B-224619, Aug 17, 1987

B-224619: Aug 17, 1987

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CIVILIAN PERSONNEL - Compensation - Additional compensation - Eligibility - Weekends/holidays - Furloughs CIVILIAN PERSONNEL - Leaves of Absence - Furloughs - Additional compensation - Eligibility - Weekends/holidays DIGEST: Employees placed on furlough for a period including both the workday preceding and the workday succeeding a holiday are not entitled to holiday pay. They have been removed from duty without expectation of pay and there is no longer a presumption that. They would have worked on that day. Agencies are cautioned not to indiscriminately furlough employees for periods when holidays occur. Requests an opinion as to whether an employee who is placed on furlough status before and after a paid holiday would be entitled to pay for the holiday.

B-224619, Aug 17, 1987

CIVILIAN PERSONNEL - Compensation - Additional compensation - Eligibility - Weekends/holidays - Furloughs CIVILIAN PERSONNEL - Leaves of Absence - Furloughs - Additional compensation - Eligibility - Weekends/holidays DIGEST: Employees placed on furlough for a period including both the workday preceding and the workday succeeding a holiday are not entitled to holiday pay. They have been removed from duty without expectation of pay and there is no longer a presumption that, but for the holiday, they would have worked on that day. However, agencies are cautioned not to indiscriminately furlough employees for periods when holidays occur.

EEOC - Holiday Pay - Furlough:

The Management Director, on behalf of the Chairman, U.S. Equal Employment Opportunity Commission (EEOC), requests an opinion as to whether an employee who is placed on furlough status before and after a paid holiday would be entitled to pay for the holiday. For the reasons that follow, we hold that the employee would not be entitled to such pay.

BACKGROUND

The EEOC states that, if it carries out its proposal to furlough its employees, it will follow the prescribed adverse action procedures in 5 U.S.C. Secs. 7512 and 7513 (1982). However, the EEOC asks the question about entitlement to pay for a holiday because of an interpretation by the General Services Administration (GSA), the agency charged with administering its payroll, on the status of the furlough days and the effect of our decision B-222836, May 8, 1986. The submission does not fully explain the rationale behind GSA's interpretation. However, we do not feel that such an explanation is necessary in order for us to respond to the question as posed by EEOC.

OPINION

Our general rule in this area is that an employee is entitled to pay for a holiday so long as he or she is in a pay status on either the workday preceding a holiday or on the workday succeeding a holiday. The employee is paid for the holiday based on the presumption that, but for the holiday, the employee would have worked. 45 Comp.Gen. 291 (1965). This rule applies even if the employee is in an absent without leave status on the workday preceding a holiday or the workday succeeding a holiday since the presumption remains that, but for the holiday, the employee would have worked. See 56 Comp.Gen. 393, at 396 (1977), modifying several prior decisions which drew a distinction between employees on leave without pay and those absent without leave.

With regard to a furlough, we held in B-222836, previously cited, that an agency did not have the authority to furlough employees solely for a holiday, and then deny them pay for that day. We so held primarily on the basis of decisions of this Office and our interpretation of the statutory definition of a furlough in 5 U.S.C. Sec. 7511(a)(5) (1982). A furlough is defined in 5 U.S.C. Sec. 7511(a)(5) as "the placing of an employee in a temporary status without duties and pay because of lack of work or funds or other nondisciplinary reasons." Thus, the basic concept of a furlough is to place an employee into a non-duty status from a duty status, so that the removal of the employee's ability to work becomes the basis for not paying the employee. See B-222836 supra, at 4. That case is not on point here because it involved a proposal to furlough employees only for the holiday. The EEOC question involves a longer furlough which includes a holiday within the furlough period.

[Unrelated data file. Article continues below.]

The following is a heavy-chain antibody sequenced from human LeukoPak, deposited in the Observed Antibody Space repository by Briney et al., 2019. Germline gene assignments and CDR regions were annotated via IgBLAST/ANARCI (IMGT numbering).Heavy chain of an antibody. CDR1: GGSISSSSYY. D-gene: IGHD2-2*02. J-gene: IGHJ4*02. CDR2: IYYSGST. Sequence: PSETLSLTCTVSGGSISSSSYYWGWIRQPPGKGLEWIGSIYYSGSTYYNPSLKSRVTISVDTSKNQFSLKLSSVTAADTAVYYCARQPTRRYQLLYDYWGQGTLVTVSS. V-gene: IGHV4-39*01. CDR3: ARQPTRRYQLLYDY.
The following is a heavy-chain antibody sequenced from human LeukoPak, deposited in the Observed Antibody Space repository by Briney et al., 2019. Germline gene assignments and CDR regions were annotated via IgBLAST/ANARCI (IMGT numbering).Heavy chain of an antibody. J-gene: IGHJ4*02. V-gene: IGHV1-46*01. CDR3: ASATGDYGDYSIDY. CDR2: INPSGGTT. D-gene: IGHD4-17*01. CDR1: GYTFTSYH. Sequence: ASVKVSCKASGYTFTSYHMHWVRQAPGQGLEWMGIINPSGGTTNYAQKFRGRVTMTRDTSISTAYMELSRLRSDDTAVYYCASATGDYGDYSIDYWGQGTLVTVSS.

In the EEOC situation the furloughed employee would be completely removed from duty without any expectation of pay for the days preceding or succeeding a holiday. In this case, there is no longer a presumption that, but for the holiday, the employee would have worked since the employee's ability to work has been removed by the furlough. Therefore, where the employee is placed on furlough for both the day preceding and the day succeeding the holiday, the employee has, by definition, been removed from a pay status and would no longer be entitled to pay for the holiday. See 18 Comp.Gen. 206 at 210 (1938), modified, 56 Comp.Gen. 393, supra. Compare, Employees of the Government Printing Office, B-206655, May 25, 1982. The fact that the employee would normally be in a pay status immediately before and after the furlough, as suggested by EEOC, is irrelevant. Accordingly, employees placed on furlough for both the workday preceding and the workday succeeding a holiday are not entitled to holiday pay.

Finally, we wish to point out that our conclusion is based on the assumption that the selection of the furlough period in question can be justified on programmatic and administrative grounds that are unrelated to the fact that the period includes a holiday. In our view, an agency may not properly furlough employees for a 3-day period, the middle of which is a holiday, for the purpose of saving 3 days' pay while losing only 2 days of work.